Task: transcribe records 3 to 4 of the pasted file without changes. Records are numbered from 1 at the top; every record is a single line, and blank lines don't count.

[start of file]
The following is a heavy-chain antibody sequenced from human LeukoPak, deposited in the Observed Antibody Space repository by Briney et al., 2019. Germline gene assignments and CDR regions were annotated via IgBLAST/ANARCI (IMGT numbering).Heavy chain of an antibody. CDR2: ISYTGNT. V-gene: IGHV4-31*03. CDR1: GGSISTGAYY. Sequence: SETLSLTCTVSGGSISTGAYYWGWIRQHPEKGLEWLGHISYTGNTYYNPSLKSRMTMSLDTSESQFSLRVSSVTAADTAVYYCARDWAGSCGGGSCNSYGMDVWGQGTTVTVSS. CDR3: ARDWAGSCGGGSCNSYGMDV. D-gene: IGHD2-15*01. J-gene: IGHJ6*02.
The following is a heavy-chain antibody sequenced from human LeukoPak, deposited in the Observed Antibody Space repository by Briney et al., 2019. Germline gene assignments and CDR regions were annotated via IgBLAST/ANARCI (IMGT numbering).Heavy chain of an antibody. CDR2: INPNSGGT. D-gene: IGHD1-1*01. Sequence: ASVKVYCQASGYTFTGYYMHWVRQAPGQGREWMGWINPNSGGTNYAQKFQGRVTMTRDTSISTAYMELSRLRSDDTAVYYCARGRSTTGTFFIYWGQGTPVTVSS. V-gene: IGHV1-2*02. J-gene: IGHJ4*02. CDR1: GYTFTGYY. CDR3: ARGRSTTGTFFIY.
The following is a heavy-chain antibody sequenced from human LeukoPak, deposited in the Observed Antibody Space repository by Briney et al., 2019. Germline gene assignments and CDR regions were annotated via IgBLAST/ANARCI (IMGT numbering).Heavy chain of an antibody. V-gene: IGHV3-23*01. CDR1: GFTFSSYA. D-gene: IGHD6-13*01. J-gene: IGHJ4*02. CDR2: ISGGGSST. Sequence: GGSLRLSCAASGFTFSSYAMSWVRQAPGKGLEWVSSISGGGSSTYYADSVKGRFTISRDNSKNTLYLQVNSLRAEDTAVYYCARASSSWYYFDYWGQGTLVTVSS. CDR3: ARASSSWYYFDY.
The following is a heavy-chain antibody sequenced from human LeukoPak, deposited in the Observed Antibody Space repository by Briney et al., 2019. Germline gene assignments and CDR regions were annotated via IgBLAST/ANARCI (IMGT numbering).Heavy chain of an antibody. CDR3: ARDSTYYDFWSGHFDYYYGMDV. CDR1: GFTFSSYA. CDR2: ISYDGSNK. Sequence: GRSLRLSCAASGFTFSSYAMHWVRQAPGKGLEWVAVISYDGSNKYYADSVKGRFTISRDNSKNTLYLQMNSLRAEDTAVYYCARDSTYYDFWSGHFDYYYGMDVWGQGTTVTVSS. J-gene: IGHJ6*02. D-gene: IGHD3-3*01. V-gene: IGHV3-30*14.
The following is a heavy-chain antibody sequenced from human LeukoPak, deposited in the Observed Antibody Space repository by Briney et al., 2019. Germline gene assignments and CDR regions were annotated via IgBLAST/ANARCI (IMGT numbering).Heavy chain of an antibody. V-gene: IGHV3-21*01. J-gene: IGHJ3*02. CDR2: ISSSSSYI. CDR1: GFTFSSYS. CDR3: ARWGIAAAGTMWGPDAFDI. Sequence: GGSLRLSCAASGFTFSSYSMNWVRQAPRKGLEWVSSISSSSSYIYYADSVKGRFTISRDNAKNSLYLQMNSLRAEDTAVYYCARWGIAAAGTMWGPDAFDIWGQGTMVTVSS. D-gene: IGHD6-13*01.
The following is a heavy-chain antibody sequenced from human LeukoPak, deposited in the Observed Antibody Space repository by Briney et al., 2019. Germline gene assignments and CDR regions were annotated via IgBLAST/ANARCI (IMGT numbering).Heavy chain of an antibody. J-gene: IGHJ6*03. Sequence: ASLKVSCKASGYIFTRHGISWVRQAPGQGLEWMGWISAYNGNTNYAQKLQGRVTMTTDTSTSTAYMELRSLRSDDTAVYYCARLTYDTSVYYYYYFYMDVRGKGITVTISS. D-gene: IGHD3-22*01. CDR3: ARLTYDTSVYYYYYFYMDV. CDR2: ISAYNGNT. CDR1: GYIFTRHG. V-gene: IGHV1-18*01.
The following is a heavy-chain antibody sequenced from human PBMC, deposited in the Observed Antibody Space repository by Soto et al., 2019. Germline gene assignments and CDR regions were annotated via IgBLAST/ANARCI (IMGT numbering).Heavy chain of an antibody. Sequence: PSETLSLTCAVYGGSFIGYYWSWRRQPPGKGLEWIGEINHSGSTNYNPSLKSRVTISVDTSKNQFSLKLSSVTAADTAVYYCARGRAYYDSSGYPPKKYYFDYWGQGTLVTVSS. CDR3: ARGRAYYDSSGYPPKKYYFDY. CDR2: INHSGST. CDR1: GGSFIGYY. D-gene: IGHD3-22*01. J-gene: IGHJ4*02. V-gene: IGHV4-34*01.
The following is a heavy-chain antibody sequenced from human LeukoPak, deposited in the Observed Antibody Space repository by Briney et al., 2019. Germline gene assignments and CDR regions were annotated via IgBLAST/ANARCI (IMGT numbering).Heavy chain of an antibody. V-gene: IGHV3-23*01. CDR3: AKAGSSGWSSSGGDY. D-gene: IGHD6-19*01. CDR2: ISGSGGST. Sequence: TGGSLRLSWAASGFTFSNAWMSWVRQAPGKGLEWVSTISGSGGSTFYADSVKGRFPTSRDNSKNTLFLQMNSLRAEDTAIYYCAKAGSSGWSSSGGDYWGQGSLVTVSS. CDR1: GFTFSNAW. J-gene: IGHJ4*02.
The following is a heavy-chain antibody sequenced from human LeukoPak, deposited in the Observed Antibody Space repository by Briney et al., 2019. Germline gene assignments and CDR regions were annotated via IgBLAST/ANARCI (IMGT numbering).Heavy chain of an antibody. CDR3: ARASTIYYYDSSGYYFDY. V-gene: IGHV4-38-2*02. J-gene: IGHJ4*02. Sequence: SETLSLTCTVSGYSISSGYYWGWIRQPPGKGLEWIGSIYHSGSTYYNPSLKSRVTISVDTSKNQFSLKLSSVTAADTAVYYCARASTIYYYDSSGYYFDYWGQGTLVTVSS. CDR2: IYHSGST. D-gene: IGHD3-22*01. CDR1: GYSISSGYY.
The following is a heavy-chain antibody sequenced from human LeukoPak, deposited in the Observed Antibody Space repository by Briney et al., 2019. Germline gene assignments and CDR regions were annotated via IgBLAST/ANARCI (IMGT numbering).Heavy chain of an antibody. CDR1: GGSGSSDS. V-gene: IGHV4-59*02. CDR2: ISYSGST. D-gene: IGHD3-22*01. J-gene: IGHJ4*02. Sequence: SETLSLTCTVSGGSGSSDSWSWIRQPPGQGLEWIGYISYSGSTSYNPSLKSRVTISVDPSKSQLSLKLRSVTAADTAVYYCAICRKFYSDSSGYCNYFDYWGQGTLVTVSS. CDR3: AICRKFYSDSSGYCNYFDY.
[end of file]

The following is a heavy-chain antibody sequenced from human LeukoPak, deposited in the Observed Antibody Space repository by Briney et al., 2019. Germline gene assignments and CDR regions were annotated via IgBLAST/ANARCI (IMGT numbering).Heavy chain of an antibody. V-gene: IGHV3-23*01. CDR1: GFTFSSYA. D-gene: IGHD6-13*01. J-gene: IGHJ4*02. CDR2: ISGGGSST. Sequence: GGSLRLSCAASGFTFSSYAMSWVRQAPGKGLEWVSSISGGGSSTYYADSVKGRFTISRDNSKNTLYLQVNSLRAEDTAVYYCARASSSWYYFDYWGQGTLVTVSS. CDR3: ARASSSWYYFDY.
The following is a heavy-chain antibody sequenced from human LeukoPak, deposited in the Observed Antibody Space repository by Briney et al., 2019. Germline gene assignments and CDR regions were annotated via IgBLAST/ANARCI (IMGT numbering).Heavy chain of an antibody. CDR3: ARDSTYYDFWSGHFDYYYGMDV. CDR1: GFTFSSYA. CDR2: ISYDGSNK. Sequence: GRSLRLSCAASGFTFSSYAMHWVRQAPGKGLEWVAVISYDGSNKYYADSVKGRFTISRDNSKNTLYLQMNSLRAEDTAVYYCARDSTYYDFWSGHFDYYYGMDVWGQGTTVTVSS. J-gene: IGHJ6*02. D-gene: IGHD3-3*01. V-gene: IGHV3-30*14.